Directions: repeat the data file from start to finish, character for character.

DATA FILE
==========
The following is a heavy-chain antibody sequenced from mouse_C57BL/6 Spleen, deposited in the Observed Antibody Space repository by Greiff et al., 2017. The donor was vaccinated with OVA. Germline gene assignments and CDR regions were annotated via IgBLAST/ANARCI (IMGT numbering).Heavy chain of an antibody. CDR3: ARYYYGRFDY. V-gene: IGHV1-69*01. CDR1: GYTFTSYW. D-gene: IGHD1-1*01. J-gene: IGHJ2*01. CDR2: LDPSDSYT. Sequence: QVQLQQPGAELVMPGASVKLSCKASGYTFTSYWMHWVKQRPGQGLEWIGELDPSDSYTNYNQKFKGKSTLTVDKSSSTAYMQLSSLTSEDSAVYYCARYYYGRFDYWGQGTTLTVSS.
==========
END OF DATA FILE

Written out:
The following is a heavy-chain antibody sequenced from mouse_C57BL/6 Spleen, deposited in the Observed Antibody Space repository by Greiff et al., 2017. The donor was vaccinated with OVA. Germline gene assignments and CDR regions were annotated via IgBLAST/ANARCI (IMGT numbering).Heavy chain of an antibody. CDR3: ARYYYGRFDY. V-gene: IGHV1-69*01. CDR1: GYTFTSYW. D-gene: IGHD1-1*01. J-gene: IGHJ2*01. CDR2: LDPSDSYT. Sequence: QVQLQQPGAELVMPGASVKLSCKASGYTFTSYWMHWVKQRPGQGLEWIGELDPSDSYTNYNQKFKGKSTLTVDKSSSTAYMQLSSLTSEDSAVYYCARYYYGRFDYWGQGTTLTVSS.